Navigation Links
Study finds consumers may have more control over health costs than previously thought
Date:9/29/2011

The historic RAND Health Insurance Experiment found that patients had little or no control over their health care spending once they began to receive a physician's care, but a new study shows that this has changed for those enrolled in consumer-directed health plans.

Patients with health coverage that includes a high deductible and either a health savings account or a health reimbursement arrangement reduced their costs even after they initiated care.

Overall, the study found about two thirds of the reduction in total health care costs was from patients initiating care less often and the remaining third was from a reduction in costs after care is initiated. The findings were published online by the journal Forum for Health Economics and Policy.

"Unlike earlier time periods, it seems that today's consumers can have greater influence on the level and mix of medical services provided once they begin to receive medical care," said Amelia Haviland, the study's lead author and a senior statistician at the RAND Corporation, a nonprofit research organization. "We found that at least part of the savings in cost per episode reflects choices for less-costly treatments and products, not just a reduction in the number of services."

Researchers from RAND, Towers Watson and the University of Southern California examined the claims experience of many large employers in the United States to determine how consumer-directed health plans and other high-deductible plans can reduce health care costs. The study was funded by the California HealthCare Foundation and the Robert Wood Johnson Foundation.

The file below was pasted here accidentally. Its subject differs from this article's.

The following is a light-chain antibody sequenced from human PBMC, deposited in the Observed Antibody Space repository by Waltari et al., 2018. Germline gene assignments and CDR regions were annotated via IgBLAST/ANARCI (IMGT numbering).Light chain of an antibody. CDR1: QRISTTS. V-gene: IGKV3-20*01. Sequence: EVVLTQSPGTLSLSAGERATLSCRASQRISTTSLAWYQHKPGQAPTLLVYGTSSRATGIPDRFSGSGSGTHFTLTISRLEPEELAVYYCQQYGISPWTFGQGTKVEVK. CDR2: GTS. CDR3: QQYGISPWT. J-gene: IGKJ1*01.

According to Haviland, at least three factors influenced the cost of care once the patient had initiated care: lower use of name-brand medications, less in-patient care and lower use of specialists. Researchers speculate that patients may talk to their doctors about their higher deductibles and ask them to help keep costs low.

"It is not surprising that deductibles of $1,000 or more reduced health care consumption, but we found that savings occurred even when employers helped employees offset these out-of-pocket costs by making contributions to their accounts," said Roland McDevitt, a study co-author and director of health research at Towers Watson, a human resource and employee benefits consultancy. "This was true for both health savings accounts and health reimbursement arrangements."

Health reimbursement arrangements and health savings accounts create different incentives for employees. Health reimbursement arrangements allow employers to pay for qualified medical expenses, including those that fall under the deductible. These payments or reimbursements are excluded from the taxable income of the employee. Unused portions may roll over at the end of the year, but any account balance is owned by the employer and employees generally forfeit the account balance if they leave the employer before retirement.

Health savings accounts create a stronger incentive for employees to manage their health care costs, because the employee owns the account. This type of account was shown to have the largest impact on cost reductions. It can earn interest and it follows employees when they change jobs.

Health savings account contributions are only allowed for those enrolled in high-deductible health plans as defined by law, but account balances may be used for qualified medical expenses at any time. The minimum health savings account deductibles for 2011 are $1,200 for single coverage and $2,400 for family coverage.

The study found that both the level of the deductible and the level of the employer account contributions influence the extent of savings. Higher deductibles of $1,000 or more together with employer account contributions of less than half the deductible produced the greatest cost reductions.